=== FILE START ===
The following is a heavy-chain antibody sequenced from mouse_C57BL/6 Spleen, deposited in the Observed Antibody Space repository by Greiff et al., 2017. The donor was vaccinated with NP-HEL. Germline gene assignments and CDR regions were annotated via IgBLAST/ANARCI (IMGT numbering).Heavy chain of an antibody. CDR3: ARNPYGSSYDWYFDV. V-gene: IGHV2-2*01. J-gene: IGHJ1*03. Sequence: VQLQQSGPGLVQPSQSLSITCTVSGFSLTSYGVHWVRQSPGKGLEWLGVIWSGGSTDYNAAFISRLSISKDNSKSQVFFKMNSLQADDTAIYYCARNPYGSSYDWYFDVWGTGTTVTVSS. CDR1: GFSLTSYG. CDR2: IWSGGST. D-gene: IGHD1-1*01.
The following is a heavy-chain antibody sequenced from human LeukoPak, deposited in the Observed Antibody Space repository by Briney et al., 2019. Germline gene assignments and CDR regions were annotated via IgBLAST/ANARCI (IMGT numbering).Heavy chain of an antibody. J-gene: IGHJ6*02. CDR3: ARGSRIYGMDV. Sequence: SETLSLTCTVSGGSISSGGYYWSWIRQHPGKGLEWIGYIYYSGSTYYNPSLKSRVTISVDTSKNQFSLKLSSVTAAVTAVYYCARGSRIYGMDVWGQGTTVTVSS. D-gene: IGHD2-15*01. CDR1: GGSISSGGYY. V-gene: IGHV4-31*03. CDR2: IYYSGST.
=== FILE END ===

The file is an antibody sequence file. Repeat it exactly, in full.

The following is a heavy-chain antibody sequenced from mouse_C57BL/6 Spleen, deposited in the Observed Antibody Space repository by Greiff et al., 2017. The donor was vaccinated with NP-HEL. Germline gene assignments and CDR regions were annotated via IgBLAST/ANARCI (IMGT numbering).Heavy chain of an antibody. CDR3: ARNPYGSSYDWYFDV. V-gene: IGHV2-2*01. J-gene: IGHJ1*03. Sequence: VQLQQSGPGLVQPSQSLSITCTVSGFSLTSYGVHWVRQSPGKGLEWLGVIWSGGSTDYNAAFISRLSISKDNSKSQVFFKMNSLQADDTAIYYCARNPYGSSYDWYFDVWGTGTTVTVSS. CDR1: GFSLTSYG. CDR2: IWSGGST. D-gene: IGHD1-1*01.
The following is a heavy-chain antibody sequenced from human LeukoPak, deposited in the Observed Antibody Space repository by Briney et al., 2019. Germline gene assignments and CDR regions were annotated via IgBLAST/ANARCI (IMGT numbering).Heavy chain of an antibody. J-gene: IGHJ6*02. CDR3: ARGSRIYGMDV. Sequence: SETLSLTCTVSGGSISSGGYYWSWIRQHPGKGLEWIGYIYYSGSTYYNPSLKSRVTISVDTSKNQFSLKLSSVTAAVTAVYYCARGSRIYGMDVWGQGTTVTVSS. D-gene: IGHD2-15*01. CDR1: GGSISSGGYY. V-gene: IGHV4-31*03. CDR2: IYYSGST.